from the aircraft data, 880 mb, is the lowest ever for our AOR. It seems incredible that even more
strengthening could occur before landfall later today....
Posted by Bob Maddox at 7:53 AM
Thursday, October 22, 2015
A very beautiful morning in Tucson with clear skies, clean air, and cool temperatures following yesterday's rains. View above is from campus looking north at 7:30 am MST. Wore a light wind-breaker when I walked for first time this Fall. Low here at house was 42 F versus low 50s at the airport.
There were some thunderstorms around eastern Pima County yesterday afternoon - CG flash density below is from weather.graphics and Vaisala for 6-hours ending at 6:45 pm and indicates storms near by. We had another 0.08" of rain yesterday afternoon but I did not hear thunder, but that does not mean much, since I had my hearing aids out.
If one looks at 24-hour rainfall across the ALERT network for past 24-hours the data capture portions of the early morning event as well as the afternoon showers. So, I took a look at the network data for the period from 11:00 am through 11:00 pm last night. During that period 53 sites (~55 % areal coverage) had rainfall. Amounts were generally under a tenth of an inch, with Mt. Lemmon site having most rainfall at 0.39". I continue to feel that the ALERT data, a valuable mesoscale data set, are probably under-utilized locally.
Far to the south, Hurricane Patricia is strengthening rapidly and is forecast to make landfall as a major hurricane. Above is morning visible image of Patricia at 1345 UTC and below is the morning forecast for the storm from the NHC.
Posted by Bob Maddox at 7:59 AM
Wednesday, October 21, 2015
Hurricane Olaf, a Cat 3 storm, has moved into the Central Pacific Basin, and is located southeast of the Big Island. Visible image above is from 2130 UTC. The hurricane is forecast to turn northward and pass to the east of the Big Island.
Tropical Storm Patricia developed off the southern Mexican coast and has been intensifying today . She is expected to become a hurricane shortly and a hurricane warning is already in effect from Cabo Corrientes southward, where the storm is expected to make landfall on Friday.
Posted by Bob Maddox at 6:06 PM
Thunderstorms both in the evening yesterday and again after 4:00 am MST this morning. Above is a damp and dreary view of the Catalinas from campus at 7:14 am and below is the 7:00 am NWS TUS composite radar graphic. The morning storms are now weakening overhead and and north of the Catalinas.
The summer thunderstorm season, for many parts of the state, came along after mid-September - certainly true here at the house.
Total rainfalls this morning are again split between two separate events - for example the airport had 0.17" in the evening and added 0.48" after 4:00 am this morning. Here at the house I estimate we had 0.20" last evening and added 0.50" this morning for a total of 0.70" at 6:00 am - has been raining some since then as the storms weaken. Across the ALERT for 24-hours ending at 6:45 am MST there was once again 100% coverage, with numerous sites having more than half an inch. Seven stations, mostly on north side of Catalinas, had more than an inch (Catalinas sector of the network shown below).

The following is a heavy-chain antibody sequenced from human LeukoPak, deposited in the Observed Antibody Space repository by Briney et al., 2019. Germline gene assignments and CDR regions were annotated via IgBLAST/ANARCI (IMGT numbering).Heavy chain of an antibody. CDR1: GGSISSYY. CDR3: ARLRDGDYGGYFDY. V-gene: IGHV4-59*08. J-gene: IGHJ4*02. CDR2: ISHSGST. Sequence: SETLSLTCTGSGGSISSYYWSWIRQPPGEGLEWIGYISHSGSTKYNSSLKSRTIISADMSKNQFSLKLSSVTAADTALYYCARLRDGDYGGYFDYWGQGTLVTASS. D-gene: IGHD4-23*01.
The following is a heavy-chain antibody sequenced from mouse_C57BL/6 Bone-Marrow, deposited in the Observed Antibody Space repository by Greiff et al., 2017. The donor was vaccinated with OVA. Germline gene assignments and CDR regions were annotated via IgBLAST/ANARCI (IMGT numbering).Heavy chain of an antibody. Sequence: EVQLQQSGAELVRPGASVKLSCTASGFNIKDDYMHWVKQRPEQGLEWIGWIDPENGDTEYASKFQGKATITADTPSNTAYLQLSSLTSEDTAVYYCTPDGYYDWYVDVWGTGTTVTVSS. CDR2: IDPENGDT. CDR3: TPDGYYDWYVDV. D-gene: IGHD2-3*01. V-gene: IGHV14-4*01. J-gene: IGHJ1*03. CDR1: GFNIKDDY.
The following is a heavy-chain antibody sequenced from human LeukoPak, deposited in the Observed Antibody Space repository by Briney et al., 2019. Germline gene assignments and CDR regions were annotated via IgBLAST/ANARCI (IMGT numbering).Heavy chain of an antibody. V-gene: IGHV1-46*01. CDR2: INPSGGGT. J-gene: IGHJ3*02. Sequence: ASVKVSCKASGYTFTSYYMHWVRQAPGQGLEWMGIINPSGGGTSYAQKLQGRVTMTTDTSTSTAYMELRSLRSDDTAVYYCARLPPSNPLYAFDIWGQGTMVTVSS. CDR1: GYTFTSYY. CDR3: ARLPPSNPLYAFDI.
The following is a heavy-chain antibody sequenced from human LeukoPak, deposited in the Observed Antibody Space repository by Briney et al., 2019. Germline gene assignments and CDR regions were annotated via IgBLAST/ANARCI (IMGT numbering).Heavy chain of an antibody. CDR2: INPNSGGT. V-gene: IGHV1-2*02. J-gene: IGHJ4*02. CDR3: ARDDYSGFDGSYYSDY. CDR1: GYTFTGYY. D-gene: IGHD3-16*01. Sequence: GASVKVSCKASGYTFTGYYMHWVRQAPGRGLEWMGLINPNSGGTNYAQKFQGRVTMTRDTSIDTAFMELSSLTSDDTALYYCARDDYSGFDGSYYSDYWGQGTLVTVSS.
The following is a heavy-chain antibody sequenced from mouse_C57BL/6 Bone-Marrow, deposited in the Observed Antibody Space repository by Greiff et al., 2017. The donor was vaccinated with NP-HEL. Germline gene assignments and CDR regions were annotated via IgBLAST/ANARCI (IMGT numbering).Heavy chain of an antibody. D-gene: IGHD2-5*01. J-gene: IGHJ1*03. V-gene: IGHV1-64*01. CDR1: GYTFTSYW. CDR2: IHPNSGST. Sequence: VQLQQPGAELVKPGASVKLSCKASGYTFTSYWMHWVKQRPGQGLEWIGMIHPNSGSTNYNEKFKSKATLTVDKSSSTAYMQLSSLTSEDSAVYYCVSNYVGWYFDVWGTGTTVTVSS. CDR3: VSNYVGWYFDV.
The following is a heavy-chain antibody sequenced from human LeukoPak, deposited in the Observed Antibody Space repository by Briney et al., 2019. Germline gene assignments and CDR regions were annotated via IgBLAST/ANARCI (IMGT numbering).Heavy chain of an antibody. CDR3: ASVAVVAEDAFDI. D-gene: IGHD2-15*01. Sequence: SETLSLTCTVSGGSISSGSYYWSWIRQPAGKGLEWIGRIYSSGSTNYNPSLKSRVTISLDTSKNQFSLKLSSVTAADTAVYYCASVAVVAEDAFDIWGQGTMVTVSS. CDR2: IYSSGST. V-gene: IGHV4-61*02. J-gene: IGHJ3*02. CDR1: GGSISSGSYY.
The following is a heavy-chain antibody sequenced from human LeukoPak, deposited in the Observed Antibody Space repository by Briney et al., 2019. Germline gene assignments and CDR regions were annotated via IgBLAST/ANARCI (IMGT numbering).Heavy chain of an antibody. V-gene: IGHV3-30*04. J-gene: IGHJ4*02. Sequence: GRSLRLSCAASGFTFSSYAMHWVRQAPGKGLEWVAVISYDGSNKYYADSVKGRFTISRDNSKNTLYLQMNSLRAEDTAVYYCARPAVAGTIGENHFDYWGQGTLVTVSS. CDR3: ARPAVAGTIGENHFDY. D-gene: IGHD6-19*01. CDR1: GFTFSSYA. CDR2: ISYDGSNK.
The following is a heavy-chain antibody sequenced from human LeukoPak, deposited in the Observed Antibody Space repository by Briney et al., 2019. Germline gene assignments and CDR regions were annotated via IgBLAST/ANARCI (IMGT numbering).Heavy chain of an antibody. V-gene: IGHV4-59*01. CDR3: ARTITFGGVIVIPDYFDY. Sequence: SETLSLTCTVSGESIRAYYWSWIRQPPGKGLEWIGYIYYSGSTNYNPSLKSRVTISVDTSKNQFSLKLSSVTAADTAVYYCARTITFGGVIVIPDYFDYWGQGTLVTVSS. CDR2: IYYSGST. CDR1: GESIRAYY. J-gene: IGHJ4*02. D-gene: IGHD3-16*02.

The CG flash data illustrate what a substantial thunderstorm event has occurred during the past 24-hours or so. Above plot from Atmo shows detected CG flashes for the 24-hours ending at 1330 UTC this morning - note the intense storm and flash activity over the northern GoC, which is fairly unusual. Below are two CG flash density maps from weather.graphics. The top one is for the 12-hours ending at 5:00 pm MST yesterday afternoon - only a bit of storm activity in eastern Pima County during the afternoon. Second below is for the 6-hours ending at 6:30 am this morning - with the thunderstorm activity focused over eastern Pima County, the northern GoC, and also continuing in New Mexico. The flash graphics are all based on CG data from Vaisala.
The flow at 500 mb splits over southwestern Canada (analysis below is for 12 UTC this morning from NCAR RAL) with our closed low in the southern stream, continuing with fairly cold 500 mb temperatures. The low will be passing overhead today with some cold-core showers and thunderstorms, before we begin a drying out for the weekend.
Posted by Bob Maddox at 7:48 AM
Tuesday, October 20, 2015
Very strong thunderstorm situation setting up for parts of Arizona, as the 500 mb short wave closes off to our west this morning. Above is 500 mb analysis for 12 UTC this morning from NCAR RAL - note the very cold temperatures with this feature. Below is NAM 12 UTC analysis. The leading, weak vorticity maximum is moving rapidly northward and there is widespread morning thunderstorm activity occurring ahead of it. The strong max to the west will be associated with the closed low and is forecast to come directly overhead by tomorrow morning.
The morning skewT for TWC (from SPC - above) is again very unstable and the hodograph (below) is quite impressive for Arizona - somewhat of a classical severe storm situation, but well west of the Great Plains. The morning outlook from SPC (second below) indicates an unusually large area, for the Southwest, with a slight risk of severe thunderstorms.
The WRF models at 06 UTC from Atmo don't forecast storms affecting us until well after dark. The radar forecast above is from the NAM version and is valid at 5:00 am MST tomorrow morning. Not obvious to me that flow over the mountains won't get storms going sooner.The WRF rainfall forecast (below, valid through midnight tomorrow night) indicates heaviest Arizona rains to our north and northwest, but also forecasts a huge event for New Mexico.
Posted by Bob Maddox at 8:15 AM